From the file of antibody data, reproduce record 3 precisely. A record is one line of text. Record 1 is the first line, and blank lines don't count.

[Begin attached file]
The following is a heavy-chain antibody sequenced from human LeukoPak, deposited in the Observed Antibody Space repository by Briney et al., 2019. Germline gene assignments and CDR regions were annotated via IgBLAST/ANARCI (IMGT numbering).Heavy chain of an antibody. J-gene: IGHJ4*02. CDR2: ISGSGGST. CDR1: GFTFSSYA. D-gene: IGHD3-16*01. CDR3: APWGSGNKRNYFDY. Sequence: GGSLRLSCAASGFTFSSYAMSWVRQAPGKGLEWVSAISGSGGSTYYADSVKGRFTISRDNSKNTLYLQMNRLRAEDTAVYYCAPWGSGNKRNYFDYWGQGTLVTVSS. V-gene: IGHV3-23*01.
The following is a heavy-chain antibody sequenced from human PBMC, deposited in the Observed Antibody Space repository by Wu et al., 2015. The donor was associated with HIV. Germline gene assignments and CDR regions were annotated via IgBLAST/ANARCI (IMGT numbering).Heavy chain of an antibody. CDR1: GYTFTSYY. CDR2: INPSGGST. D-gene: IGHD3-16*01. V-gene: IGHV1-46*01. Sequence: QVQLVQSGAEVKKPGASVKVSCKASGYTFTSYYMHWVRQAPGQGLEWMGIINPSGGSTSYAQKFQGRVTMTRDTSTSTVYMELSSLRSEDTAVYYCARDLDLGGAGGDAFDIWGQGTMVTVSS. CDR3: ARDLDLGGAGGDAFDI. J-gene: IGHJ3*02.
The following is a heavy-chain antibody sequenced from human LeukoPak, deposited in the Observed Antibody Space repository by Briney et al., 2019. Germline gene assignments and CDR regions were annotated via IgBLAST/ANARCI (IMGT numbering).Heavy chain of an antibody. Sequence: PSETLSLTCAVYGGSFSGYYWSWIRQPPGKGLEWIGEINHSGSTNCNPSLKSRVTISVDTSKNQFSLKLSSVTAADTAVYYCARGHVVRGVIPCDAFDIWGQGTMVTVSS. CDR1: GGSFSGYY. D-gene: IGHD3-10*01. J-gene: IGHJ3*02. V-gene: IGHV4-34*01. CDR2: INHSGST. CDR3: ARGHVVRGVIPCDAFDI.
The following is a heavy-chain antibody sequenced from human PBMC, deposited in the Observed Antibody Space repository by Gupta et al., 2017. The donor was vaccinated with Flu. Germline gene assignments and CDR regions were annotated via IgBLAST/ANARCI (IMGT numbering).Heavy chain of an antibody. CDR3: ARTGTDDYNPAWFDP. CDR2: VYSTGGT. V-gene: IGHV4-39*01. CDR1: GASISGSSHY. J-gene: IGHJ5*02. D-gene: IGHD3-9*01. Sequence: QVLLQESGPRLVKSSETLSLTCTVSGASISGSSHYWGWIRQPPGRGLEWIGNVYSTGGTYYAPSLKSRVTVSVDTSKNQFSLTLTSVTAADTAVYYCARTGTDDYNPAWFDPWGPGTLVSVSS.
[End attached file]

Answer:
The following is a heavy-chain antibody sequenced from human LeukoPak, deposited in the Observed Antibody Space repository by Briney et al., 2019. Germline gene assignments and CDR regions were annotated via IgBLAST/ANARCI (IMGT numbering).Heavy chain of an antibody. Sequence: PSETLSLTCAVYGGSFSGYYWSWIRQPPGKGLEWIGEINHSGSTNCNPSLKSRVTISVDTSKNQFSLKLSSVTAADTAVYYCARGHVVRGVIPCDAFDIWGQGTMVTVSS. CDR1: GGSFSGYY. D-gene: IGHD3-10*01. J-gene: IGHJ3*02. V-gene: IGHV4-34*01. CDR2: INHSGST. CDR3: ARGHVVRGVIPCDAFDI.